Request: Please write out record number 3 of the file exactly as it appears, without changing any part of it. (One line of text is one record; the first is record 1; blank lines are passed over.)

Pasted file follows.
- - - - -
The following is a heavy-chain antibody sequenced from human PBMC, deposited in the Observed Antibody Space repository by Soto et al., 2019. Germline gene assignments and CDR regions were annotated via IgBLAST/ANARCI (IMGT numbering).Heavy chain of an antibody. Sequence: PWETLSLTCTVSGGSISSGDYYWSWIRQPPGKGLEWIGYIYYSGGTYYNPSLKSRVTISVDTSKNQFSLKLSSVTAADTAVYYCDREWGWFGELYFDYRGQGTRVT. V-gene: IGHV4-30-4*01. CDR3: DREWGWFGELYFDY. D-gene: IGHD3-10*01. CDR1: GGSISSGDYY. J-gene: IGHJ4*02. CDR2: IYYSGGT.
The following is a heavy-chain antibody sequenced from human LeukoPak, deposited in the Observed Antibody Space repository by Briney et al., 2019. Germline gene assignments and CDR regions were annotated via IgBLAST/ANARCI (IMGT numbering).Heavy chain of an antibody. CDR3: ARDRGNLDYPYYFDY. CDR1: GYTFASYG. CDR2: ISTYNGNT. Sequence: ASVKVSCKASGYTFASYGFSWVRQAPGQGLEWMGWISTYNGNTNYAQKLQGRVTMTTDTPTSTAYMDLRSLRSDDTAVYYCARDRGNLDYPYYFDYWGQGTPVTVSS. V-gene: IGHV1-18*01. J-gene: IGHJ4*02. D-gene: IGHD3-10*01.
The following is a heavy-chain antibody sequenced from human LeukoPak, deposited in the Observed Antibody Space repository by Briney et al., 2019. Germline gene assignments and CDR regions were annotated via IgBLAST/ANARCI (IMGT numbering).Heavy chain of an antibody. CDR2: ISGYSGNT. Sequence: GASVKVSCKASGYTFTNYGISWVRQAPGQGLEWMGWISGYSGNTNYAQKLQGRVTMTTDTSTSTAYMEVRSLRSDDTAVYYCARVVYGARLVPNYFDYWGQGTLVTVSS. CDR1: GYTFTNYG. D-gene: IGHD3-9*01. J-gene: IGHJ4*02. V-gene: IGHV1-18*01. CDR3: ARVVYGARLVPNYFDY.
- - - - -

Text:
The following is a heavy-chain antibody sequenced from human LeukoPak, deposited in the Observed Antibody Space repository by Briney et al., 2019. Germline gene assignments and CDR regions were annotated via IgBLAST/ANARCI (IMGT numbering).Heavy chain of an antibody. CDR2: ISGYSGNT. Sequence: GASVKVSCKASGYTFTNYGISWVRQAPGQGLEWMGWISGYSGNTNYAQKLQGRVTMTTDTSTSTAYMEVRSLRSDDTAVYYCARVVYGARLVPNYFDYWGQGTLVTVSS. CDR1: GYTFTNYG. D-gene: IGHD3-9*01. J-gene: IGHJ4*02. V-gene: IGHV1-18*01. CDR3: ARVVYGARLVPNYFDY.